September is National Gum Care Month and it’s an opportune time to educate you on gum disease. Did you know just how common gum disease is? And do you know the warning signs that may indicate you have it, or the personal risk factors that could contribute? The good news is, treatments for gum disease are available, but the sooner gum disease is detected, the easier it is to treat.
What is Gum Disease?
According to the ADA MouthHealthy article, “Common Myths of Gum Disease,” gum disease is an infection of the tissues that surround and support your teeth. It starts with plaque, the sticky film of bacteria that constantly forms on teeth. If plaque is not removed with daily brushing and cleaning between your teeth, it eventually hardens to become calculus or tartar, and this is what can lead to gum infection.
How Common is Gum Disease?
The same above ADA MouthHealthy article claims that gum disease is extremely common. The article cites the Centers for Disease Control and Prevention which reports that half of adults age 30 and older suffer from some form of gum disease.
The ADA MouthHealthy article, “Gum Disease,” lists the warning signs that may indicate you have gum disease. It also cautions that gum disease is usually painless, so pain may very likely not be an indicator that you have it.
- Gums that bleed easily
- Red, swollen, or tender gums
- Gums that have pulled away from the teeth
- Persistent bad breath or bad taste
- Permanent teeth that are loose or separating
- Any change in the way your teeth fit together when you bite
- Any change in the fit of partial dentures
The ADA article, “Gum Disease,” also lists the below risk factors for developing gum disease.
- Poor oral hygiene
- Smoking or chewing tobacco
- Crooked teeth that are hard to keep clean
- Medications, including steroids, certain types of anti-epilepsy drugs, cancer therapy drugs, some calcium channel blockers and oral contraceptives
The early stage of gum disease is called gingivitis. The ADA article, “Gum Disease,” explains that if you have gingivitis, your gums will become red, swollen, and will bleed easily. The good news is, says the article, this stage is reversible and can usually be addressed with professional cleanings and daily brushing and flossing.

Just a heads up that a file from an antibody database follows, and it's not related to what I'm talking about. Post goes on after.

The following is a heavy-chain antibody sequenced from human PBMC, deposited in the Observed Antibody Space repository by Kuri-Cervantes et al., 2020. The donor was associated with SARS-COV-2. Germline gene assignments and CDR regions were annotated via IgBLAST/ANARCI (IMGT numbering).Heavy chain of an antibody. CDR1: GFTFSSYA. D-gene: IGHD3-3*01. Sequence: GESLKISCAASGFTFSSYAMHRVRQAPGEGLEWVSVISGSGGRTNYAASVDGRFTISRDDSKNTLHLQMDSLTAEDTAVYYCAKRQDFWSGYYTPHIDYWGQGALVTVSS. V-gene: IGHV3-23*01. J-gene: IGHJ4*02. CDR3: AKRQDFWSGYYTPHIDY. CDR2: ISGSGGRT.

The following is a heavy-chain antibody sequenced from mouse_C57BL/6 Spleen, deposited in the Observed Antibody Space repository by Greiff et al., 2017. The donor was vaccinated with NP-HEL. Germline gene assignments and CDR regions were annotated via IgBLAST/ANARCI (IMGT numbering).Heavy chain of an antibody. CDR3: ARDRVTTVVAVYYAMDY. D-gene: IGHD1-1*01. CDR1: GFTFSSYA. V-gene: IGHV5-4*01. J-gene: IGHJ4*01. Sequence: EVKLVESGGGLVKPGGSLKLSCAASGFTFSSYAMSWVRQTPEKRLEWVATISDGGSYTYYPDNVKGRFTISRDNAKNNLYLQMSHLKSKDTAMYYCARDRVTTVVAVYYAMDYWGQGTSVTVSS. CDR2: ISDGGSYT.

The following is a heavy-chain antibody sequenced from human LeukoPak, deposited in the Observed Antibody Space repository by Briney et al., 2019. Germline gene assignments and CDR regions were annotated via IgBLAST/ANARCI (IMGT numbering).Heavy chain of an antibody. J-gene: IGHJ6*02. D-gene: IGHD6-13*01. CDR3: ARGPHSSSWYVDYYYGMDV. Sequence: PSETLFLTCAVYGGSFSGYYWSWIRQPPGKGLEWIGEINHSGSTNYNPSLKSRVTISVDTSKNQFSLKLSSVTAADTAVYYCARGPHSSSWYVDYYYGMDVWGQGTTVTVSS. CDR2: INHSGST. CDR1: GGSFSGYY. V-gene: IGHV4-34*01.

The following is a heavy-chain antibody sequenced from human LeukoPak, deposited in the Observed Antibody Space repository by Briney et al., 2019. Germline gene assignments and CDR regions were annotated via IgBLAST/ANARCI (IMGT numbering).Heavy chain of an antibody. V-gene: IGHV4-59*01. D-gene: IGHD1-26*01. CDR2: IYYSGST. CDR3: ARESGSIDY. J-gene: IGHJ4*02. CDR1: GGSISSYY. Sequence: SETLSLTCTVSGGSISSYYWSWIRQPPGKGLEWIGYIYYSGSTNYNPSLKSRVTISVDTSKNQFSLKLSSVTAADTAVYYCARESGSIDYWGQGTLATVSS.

More serious gum disease is called periodontitis. Periodontitis can cause the gums to pull away from the teeth, bone to be lost, and teeth to loosen or fall out. The ADA MouthHealthy article “Periodoncia,” explains that in such cases, the following treatments may be recommended:
- Scaling and root planing (the cleaning of infected root surfaces)
- Regenerative procedures (the reversal of bone loss and tissue)
- Surgical procedures that may include gum surgery
Gum disease can be treated, but most occurrences of gum disease can be prevented. That is why it is SO important to maintain good hygiene and to visit your dentist regularly. If you brush twice a day, clean between your teeth daily, eat a balanced diet, and adhere to the schedule prescribed by your dentist for dental checkups, you can do much to help prevent gum disease!
Common Myths of Gum Disease. ADA MouthHealthy. https://www.mouthhealthy.org/common-myths-of-gum-disease. Accessed September 7, 2023.
Gum Disease. ADA MouthHealthy. https://www.mouthhealthy.org/all-topics-a-z/gum-disease. Accessed September 7, 2023.
Periodoncia. ADA MouthHealthy. https://www.mouthhealthy.org/all-topics-a-z/periodoncia. Accessed September 7, 2023.